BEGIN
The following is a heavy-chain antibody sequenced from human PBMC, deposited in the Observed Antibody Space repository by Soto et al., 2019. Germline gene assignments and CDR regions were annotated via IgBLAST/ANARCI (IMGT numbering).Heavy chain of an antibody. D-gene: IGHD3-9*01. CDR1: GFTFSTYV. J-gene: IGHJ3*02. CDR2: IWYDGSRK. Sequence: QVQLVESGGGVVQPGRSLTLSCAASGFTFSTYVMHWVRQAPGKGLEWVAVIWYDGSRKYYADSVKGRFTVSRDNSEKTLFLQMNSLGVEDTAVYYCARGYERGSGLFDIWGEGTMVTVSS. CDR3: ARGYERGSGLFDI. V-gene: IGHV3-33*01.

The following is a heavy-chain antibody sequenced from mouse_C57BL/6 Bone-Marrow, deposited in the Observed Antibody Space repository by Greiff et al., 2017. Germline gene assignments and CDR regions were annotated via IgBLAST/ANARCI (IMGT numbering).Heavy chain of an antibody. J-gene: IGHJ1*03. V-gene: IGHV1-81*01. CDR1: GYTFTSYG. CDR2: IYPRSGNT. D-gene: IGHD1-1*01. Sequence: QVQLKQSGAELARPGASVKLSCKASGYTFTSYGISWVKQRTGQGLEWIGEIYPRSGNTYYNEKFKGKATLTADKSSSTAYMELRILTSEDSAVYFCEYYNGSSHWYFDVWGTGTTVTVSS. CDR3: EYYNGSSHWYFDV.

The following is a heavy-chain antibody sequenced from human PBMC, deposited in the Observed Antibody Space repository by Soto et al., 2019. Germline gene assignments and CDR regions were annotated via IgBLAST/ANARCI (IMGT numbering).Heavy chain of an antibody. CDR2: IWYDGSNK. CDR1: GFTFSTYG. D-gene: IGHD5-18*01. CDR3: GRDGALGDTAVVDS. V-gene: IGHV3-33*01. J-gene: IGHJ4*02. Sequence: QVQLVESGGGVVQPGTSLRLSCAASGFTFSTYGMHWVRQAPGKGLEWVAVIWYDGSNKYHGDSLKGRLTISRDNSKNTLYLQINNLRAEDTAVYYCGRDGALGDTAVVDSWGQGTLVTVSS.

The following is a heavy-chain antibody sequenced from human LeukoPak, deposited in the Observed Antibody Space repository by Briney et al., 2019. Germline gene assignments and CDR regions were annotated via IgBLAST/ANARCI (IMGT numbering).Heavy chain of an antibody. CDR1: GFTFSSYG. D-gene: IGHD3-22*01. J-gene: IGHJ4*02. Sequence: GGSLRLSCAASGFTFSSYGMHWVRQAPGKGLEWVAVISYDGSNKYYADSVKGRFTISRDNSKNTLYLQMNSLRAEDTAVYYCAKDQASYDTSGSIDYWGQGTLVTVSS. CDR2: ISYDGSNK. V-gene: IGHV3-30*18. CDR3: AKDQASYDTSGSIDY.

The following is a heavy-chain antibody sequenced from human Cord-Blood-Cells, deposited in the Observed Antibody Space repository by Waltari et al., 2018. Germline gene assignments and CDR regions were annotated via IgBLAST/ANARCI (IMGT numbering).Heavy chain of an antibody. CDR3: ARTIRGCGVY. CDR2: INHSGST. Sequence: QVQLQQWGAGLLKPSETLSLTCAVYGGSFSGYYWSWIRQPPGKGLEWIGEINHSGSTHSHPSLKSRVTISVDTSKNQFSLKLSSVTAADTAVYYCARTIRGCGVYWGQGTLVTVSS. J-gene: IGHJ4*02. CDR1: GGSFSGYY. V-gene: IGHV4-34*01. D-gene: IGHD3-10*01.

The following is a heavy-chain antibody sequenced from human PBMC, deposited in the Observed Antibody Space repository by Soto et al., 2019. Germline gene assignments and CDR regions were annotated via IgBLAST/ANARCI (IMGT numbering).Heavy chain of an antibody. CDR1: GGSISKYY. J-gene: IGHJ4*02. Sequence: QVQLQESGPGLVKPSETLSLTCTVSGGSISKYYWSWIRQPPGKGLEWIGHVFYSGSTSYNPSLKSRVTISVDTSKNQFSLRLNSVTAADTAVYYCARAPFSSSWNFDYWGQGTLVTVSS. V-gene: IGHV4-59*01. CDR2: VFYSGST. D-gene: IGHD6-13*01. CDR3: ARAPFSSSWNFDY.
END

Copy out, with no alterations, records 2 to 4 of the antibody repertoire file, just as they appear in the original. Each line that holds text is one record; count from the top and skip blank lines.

The following is a heavy-chain antibody sequenced from mouse_C57BL/6 Bone-Marrow, deposited in the Observed Antibody Space repository by Greiff et al., 2017. Germline gene assignments and CDR regions were annotated via IgBLAST/ANARCI (IMGT numbering).Heavy chain of an antibody. J-gene: IGHJ1*03. V-gene: IGHV1-81*01. CDR1: GYTFTSYG. CDR2: IYPRSGNT. D-gene: IGHD1-1*01. Sequence: QVQLKQSGAELARPGASVKLSCKASGYTFTSYGISWVKQRTGQGLEWIGEIYPRSGNTYYNEKFKGKATLTADKSSSTAYMELRILTSEDSAVYFCEYYNGSSHWYFDVWGTGTTVTVSS. CDR3: EYYNGSSHWYFDV.

The following is a heavy-chain antibody sequenced from human PBMC, deposited in the Observed Antibody Space repository by Soto et al., 2019. Germline gene assignments and CDR regions were annotated via IgBLAST/ANARCI (IMGT numbering).Heavy chain of an antibody. CDR2: IWYDGSNK. CDR1: GFTFSTYG. D-gene: IGHD5-18*01. CDR3: GRDGALGDTAVVDS. V-gene: IGHV3-33*01. J-gene: IGHJ4*02. Sequence: QVQLVESGGGVVQPGTSLRLSCAASGFTFSTYGMHWVRQAPGKGLEWVAVIWYDGSNKYHGDSLKGRLTISRDNSKNTLYLQINNLRAEDTAVYYCGRDGALGDTAVVDSWGQGTLVTVSS.

The following is a heavy-chain antibody sequenced from human LeukoPak, deposited in the Observed Antibody Space repository by Briney et al., 2019. Germline gene assignments and CDR regions were annotated via IgBLAST/ANARCI (IMGT numbering).Heavy chain of an antibody. CDR1: GFTFSSYG. D-gene: IGHD3-22*01. J-gene: IGHJ4*02. Sequence: GGSLRLSCAASGFTFSSYGMHWVRQAPGKGLEWVAVISYDGSNKYYADSVKGRFTISRDNSKNTLYLQMNSLRAEDTAVYYCAKDQASYDTSGSIDYWGQGTLVTVSS. CDR2: ISYDGSNK. V-gene: IGHV3-30*18. CDR3: AKDQASYDTSGSIDY.